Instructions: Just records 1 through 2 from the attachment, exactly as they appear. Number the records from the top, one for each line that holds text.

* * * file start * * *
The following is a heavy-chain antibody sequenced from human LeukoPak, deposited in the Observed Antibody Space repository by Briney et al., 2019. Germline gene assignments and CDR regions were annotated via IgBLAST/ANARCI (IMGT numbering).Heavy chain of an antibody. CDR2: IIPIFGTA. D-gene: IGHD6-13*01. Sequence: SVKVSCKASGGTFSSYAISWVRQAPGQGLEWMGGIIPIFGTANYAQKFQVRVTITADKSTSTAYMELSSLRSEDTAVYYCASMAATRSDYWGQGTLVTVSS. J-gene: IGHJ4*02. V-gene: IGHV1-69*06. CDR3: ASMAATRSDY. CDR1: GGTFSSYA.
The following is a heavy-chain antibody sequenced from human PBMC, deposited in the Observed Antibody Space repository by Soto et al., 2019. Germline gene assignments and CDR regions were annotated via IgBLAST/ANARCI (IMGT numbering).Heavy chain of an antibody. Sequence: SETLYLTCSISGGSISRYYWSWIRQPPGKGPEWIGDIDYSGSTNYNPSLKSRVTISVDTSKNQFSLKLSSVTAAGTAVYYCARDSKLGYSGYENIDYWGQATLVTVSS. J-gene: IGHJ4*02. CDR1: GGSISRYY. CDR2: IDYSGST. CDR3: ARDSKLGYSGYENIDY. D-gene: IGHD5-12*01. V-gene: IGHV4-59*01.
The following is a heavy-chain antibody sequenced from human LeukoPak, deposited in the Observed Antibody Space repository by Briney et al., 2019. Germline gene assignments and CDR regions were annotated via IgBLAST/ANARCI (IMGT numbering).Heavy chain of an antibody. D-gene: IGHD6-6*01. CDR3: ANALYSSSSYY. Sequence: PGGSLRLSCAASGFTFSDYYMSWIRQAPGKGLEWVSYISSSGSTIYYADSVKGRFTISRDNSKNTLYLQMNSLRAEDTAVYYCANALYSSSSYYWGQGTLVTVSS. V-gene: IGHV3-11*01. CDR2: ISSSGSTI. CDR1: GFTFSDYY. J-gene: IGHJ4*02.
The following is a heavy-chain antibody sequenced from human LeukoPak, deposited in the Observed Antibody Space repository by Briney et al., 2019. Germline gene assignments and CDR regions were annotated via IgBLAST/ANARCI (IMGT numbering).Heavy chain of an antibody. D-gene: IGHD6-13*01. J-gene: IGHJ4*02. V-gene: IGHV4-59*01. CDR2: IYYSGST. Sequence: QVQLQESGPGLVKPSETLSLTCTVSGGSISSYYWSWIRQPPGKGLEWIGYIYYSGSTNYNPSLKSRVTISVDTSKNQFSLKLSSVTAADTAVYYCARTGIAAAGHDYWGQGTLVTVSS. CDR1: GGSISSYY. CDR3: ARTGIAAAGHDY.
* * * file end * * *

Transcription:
The following is a heavy-chain antibody sequenced from human LeukoPak, deposited in the Observed Antibody Space repository by Briney et al., 2019. Germline gene assignments and CDR regions were annotated via IgBLAST/ANARCI (IMGT numbering).Heavy chain of an antibody. CDR2: IIPIFGTA. D-gene: IGHD6-13*01. Sequence: SVKVSCKASGGTFSSYAISWVRQAPGQGLEWMGGIIPIFGTANYAQKFQVRVTITADKSTSTAYMELSSLRSEDTAVYYCASMAATRSDYWGQGTLVTVSS. J-gene: IGHJ4*02. V-gene: IGHV1-69*06. CDR3: ASMAATRSDY. CDR1: GGTFSSYA.
The following is a heavy-chain antibody sequenced from human PBMC, deposited in the Observed Antibody Space repository by Soto et al., 2019. Germline gene assignments and CDR regions were annotated via IgBLAST/ANARCI (IMGT numbering).Heavy chain of an antibody. Sequence: SETLYLTCSISGGSISRYYWSWIRQPPGKGPEWIGDIDYSGSTNYNPSLKSRVTISVDTSKNQFSLKLSSVTAAGTAVYYCARDSKLGYSGYENIDYWGQATLVTVSS. J-gene: IGHJ4*02. CDR1: GGSISRYY. CDR2: IDYSGST. CDR3: ARDSKLGYSGYENIDY. D-gene: IGHD5-12*01. V-gene: IGHV4-59*01.